The Rev. Irvin Baxter Jr., well-known for his television program “End of the Age,” has died at 75 of complications from an intense weeklong bout with COVID-19, said his Endtime Ministries.
“We will continue in his legacy, sharing the message and good news,” said Dave Robbins, Baxter’s co-host, who will now take a higher-profile role in the broadcast. Robbins anchored a video tribute to his former leader that was released late Wednesday. Baxter’s operations director and grandson, Vince Stegall, will have added responsibilities in off-camera facets of the ministry.
The television program reaches 100 million households in North America and millions more globally through satellite and cable channels. TBN, Daystar, TCT, WHT, FETV, WACX, PTL, Uplift TV and Faith TV have carried the show. His radio program has been aired by many AM and FM stations, gaining significant followings in some large cities, such as Dallas, Texas. He also published a magazine.
Saved at an early age, Baxter started traveling as an evangelist at 19. He never lost his passion for souls, often reminding audiences of the need to give their lives to Christ.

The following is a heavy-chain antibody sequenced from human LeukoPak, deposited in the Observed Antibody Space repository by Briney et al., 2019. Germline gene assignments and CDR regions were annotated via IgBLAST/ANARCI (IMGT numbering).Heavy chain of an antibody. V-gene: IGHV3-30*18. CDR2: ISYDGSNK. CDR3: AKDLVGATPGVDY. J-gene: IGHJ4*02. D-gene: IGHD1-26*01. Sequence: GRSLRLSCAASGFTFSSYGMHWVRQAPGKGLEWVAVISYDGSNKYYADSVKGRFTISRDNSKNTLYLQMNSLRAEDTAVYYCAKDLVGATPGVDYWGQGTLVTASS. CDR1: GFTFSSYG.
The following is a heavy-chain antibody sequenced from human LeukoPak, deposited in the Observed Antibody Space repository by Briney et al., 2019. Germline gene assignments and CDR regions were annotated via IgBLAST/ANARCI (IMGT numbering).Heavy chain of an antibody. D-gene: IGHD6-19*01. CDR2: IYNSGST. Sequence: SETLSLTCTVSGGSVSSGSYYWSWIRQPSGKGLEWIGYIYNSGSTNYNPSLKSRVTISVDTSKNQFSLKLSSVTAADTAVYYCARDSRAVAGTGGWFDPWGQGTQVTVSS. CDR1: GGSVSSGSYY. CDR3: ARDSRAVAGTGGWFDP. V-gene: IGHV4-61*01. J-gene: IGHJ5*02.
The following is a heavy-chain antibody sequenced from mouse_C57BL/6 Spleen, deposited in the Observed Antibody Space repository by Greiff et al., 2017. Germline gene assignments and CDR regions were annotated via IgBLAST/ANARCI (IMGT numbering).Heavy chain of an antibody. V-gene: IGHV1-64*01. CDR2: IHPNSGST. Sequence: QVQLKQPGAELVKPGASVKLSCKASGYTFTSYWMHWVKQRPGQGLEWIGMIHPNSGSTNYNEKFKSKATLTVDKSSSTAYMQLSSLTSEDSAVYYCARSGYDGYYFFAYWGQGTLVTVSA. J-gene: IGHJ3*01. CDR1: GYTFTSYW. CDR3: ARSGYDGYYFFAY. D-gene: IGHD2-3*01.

“Even though I believe in a post-Tribulation Rapture, I’ve never put that in our magazine because I wanted Endtime Magazine to be a soul-winning tool, not a debating forum,” he once said on the televised “End of the Age.”
Baxter became a pastor at 26, and led Oak Park Church in Richmond, Indiana, for nearly a third of a century. The church is affiliated with the United Pentecostal Church International, which believes there is only one God – Jesus – not a Trinity. However, Baxter’s Endtime Ministries is not connected to the UPCI.
Endtime Magazine debuted in 1991 and “End of the Age” about a decade later. Baxter also authored books, including A Message to the President in 1986, in which he said the United States, Russia, and other contemporary countries are identified in Scripture. In the work, he predicted the tearing down of the Berlin Wall and reunification of Germany, which happened just three years later.
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SOURCE: Christian Post, Kyle Huckins